Feriancová, Petra: On the other Artists 2013

2013

Martin Ježek.

Ježek works with found footage, which he then transforms by altering its formal quality yet not changing the image itself. That, which the image depicts is secondary to the physicality of the given material and its potential. One cannot see Ježek's films in the same state of mind more than once. Film is the medium of his performance and also a prop for it. Destruction or the sense of its proximity is thus essential. Medium format film reflects reality, in the right sense of the word — a reality, which becomes the past in the instant it is captured and in the moment it is screened. Together with the author, the viewer is witness to a brief reawakening of something that could be called a relict and he or she is present at the end of it.

 

2013 Václav Stratil. Monastic Patient 1991-94

This extensive and long­term set follows the author’s obsessive interest in a self­portrait. Vaclav Stratil visits photo studios, where he gets photographed, positioning himself into various poses and expressions, using very simple props. It is in fact a private performance, when the artist comes to the technical photographer, used to only taking passport photos, at best portraying little kids, or newlyweds. Stratil exploits these standard circumstances and does so ad absurdum. Stratil thus turns this not­just­a­bit surprised passport photographer into a bizarre author and the witness to his grotesque metamorphoses. Monastic Patient also has a long­term diary character. It is about the persistent author’s obsession with himself, which has however been able to generate countless variations to the same theme. Stratil is a performer, he achieves maximum effectivity in minimum expression variations. We are looking at a quixotic hero, or a hero of a dadaistic drama, determined and adamant at the same time. His props and expressions can mock, but not necessarily, the portrait as we know it from the renaissance paintings, but also from various other periods. I see an analogy with Van Gogh, the Japanese Morimura, or with the Russian, Vlad Monroe. The difference between the two latter ones is fundamental. Stratil is a rebel, who doesn’t waste time with formal honing and doesn’t even take the artistic strategies seriously. He improvises with help of clothes pegs, paperclips, scrubbing brushes, artistic and other household goods, that he gets hold of. The standard method of the passport photography stays the same. Vaclav Stratil doesn’t give much thought to the narrative quality or circumstantiality of his portraits. The more we feel, that these photographs are spontanious, urgent and purposeful.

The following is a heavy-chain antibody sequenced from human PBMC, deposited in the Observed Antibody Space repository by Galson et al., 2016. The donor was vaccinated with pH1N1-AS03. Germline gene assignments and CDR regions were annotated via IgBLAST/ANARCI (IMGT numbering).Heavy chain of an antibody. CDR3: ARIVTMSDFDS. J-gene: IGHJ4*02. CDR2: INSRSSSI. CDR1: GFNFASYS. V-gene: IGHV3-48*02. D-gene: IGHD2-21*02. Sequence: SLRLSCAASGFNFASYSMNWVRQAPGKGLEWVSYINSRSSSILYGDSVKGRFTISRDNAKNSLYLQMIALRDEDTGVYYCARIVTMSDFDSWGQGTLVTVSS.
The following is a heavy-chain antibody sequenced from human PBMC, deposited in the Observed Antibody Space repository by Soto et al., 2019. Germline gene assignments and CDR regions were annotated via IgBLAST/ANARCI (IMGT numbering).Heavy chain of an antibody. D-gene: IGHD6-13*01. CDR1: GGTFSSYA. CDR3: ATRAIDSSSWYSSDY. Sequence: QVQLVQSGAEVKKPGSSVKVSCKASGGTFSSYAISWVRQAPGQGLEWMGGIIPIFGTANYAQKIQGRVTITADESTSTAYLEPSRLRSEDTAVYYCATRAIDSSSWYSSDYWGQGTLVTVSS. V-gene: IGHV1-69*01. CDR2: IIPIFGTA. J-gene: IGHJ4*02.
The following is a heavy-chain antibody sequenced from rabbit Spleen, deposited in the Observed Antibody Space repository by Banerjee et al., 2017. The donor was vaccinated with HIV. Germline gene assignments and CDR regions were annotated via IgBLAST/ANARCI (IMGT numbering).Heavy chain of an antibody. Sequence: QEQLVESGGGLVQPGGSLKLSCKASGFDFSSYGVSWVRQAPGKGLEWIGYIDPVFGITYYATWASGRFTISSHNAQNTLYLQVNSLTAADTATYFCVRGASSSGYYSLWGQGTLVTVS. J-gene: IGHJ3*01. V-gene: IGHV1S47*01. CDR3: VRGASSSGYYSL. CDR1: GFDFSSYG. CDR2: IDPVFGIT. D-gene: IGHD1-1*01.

2013 Kvetoslava Fulierová  Memories and Scores

Kvetoslava Fulierová's exhibition in Bratislava gallery amt project presents photographs from quite an extended period of the author's life depicting daily, also private situations shared with her lifelong partner Július Koller. Thanks to the never ceasing creativity of both of them, these photographs can be regarded as unique artistic exploration. The photographs displayed in the first room, including the series Ufonaut, are a clear example of such a cooperation, when the initial spontaneous amusement for grandchildren turned later, within J.K. postproduction, into cult work. The next series, Mirroring, is a long-term topic of Kveta, in which the author finds her reflection in hands or in the background of a photographed (most frequently beloved) person – whether it is the author's mother, the famous photographer Marie Zavadilová, or Július Koller. The second room of the gallery comprises photographs with almost unnoticeable drawing interventions. They document situations from the flat at Kudlákova Street shortly after Július's death in 2007, from the later period when huge amounts of the archive and work of Július Koller leave the flat as gifts assigned to institutions like SNG, etc. The next series of pictures depicts pieces of furniture which resisted the burden of Július Koller's passion for collecting. The last series with its colourfulness points to the presence. It depicts Kveta's archive; here we become acquainted merely with her own world, while still realising her fundamental affinity with the passion of her lifelong partner – Julo Koller. Kveta's constant need to document often even seemingly meaningless life moments turns today to key works. From each of my visits, Kveta makes several photos, which she gives me at the next encounter. Every single photograph by Kveta has its important and very interesting story and nobody, but the author herself, can interpret these stories in appealing way.